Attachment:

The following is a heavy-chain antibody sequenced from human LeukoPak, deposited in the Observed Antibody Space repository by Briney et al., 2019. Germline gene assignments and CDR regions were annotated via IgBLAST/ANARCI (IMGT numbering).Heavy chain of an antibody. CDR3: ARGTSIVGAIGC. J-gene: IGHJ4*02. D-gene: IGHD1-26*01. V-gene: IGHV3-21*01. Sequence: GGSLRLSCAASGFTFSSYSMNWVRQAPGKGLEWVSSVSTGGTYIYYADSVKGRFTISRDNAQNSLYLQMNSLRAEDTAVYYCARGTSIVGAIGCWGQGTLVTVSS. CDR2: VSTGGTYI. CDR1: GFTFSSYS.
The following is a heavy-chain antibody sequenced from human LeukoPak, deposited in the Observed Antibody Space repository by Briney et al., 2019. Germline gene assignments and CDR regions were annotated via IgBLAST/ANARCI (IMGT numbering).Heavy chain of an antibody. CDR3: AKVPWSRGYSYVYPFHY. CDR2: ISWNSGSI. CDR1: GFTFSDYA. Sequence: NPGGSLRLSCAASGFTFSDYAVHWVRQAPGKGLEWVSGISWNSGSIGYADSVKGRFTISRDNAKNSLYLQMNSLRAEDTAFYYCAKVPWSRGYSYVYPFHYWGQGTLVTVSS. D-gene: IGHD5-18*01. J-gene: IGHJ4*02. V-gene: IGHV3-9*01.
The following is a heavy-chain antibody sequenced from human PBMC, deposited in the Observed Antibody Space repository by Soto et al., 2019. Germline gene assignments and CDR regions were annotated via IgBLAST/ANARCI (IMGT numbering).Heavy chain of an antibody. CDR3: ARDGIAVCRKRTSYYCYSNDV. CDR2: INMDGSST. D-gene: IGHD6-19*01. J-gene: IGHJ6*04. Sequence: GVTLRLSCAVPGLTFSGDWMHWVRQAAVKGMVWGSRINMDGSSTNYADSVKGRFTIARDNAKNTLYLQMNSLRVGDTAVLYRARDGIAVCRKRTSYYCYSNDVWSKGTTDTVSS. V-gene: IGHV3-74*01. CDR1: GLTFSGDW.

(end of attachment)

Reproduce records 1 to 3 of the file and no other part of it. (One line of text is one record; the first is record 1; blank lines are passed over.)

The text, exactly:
The following is a heavy-chain antibody sequenced from human LeukoPak, deposited in the Observed Antibody Space repository by Briney et al., 2019. Germline gene assignments and CDR regions were annotated via IgBLAST/ANARCI (IMGT numbering).Heavy chain of an antibody. CDR3: ARGTSIVGAIGC. J-gene: IGHJ4*02. D-gene: IGHD1-26*01. V-gene: IGHV3-21*01. Sequence: GGSLRLSCAASGFTFSSYSMNWVRQAPGKGLEWVSSVSTGGTYIYYADSVKGRFTISRDNAQNSLYLQMNSLRAEDTAVYYCARGTSIVGAIGCWGQGTLVTVSS. CDR2: VSTGGTYI. CDR1: GFTFSSYS.
The following is a heavy-chain antibody sequenced from human LeukoPak, deposited in the Observed Antibody Space repository by Briney et al., 2019. Germline gene assignments and CDR regions were annotated via IgBLAST/ANARCI (IMGT numbering).Heavy chain of an antibody. CDR3: AKVPWSRGYSYVYPFHY. CDR2: ISWNSGSI. CDR1: GFTFSDYA. Sequence: NPGGSLRLSCAASGFTFSDYAVHWVRQAPGKGLEWVSGISWNSGSIGYADSVKGRFTISRDNAKNSLYLQMNSLRAEDTAFYYCAKVPWSRGYSYVYPFHYWGQGTLVTVSS. D-gene: IGHD5-18*01. J-gene: IGHJ4*02. V-gene: IGHV3-9*01.
The following is a heavy-chain antibody sequenced from human PBMC, deposited in the Observed Antibody Space repository by Soto et al., 2019. Germline gene assignments and CDR regions were annotated via IgBLAST/ANARCI (IMGT numbering).Heavy chain of an antibody. CDR3: ARDGIAVCRKRTSYYCYSNDV. CDR2: INMDGSST. D-gene: IGHD6-19*01. J-gene: IGHJ6*04. Sequence: GVTLRLSCAVPGLTFSGDWMHWVRQAAVKGMVWGSRINMDGSSTNYADSVKGRFTIARDNAKNTLYLQMNSLRVGDTAVLYRARDGIAVCRKRTSYYCYSNDVWSKGTTDTVSS. V-gene: IGHV3-74*01. CDR1: GLTFSGDW.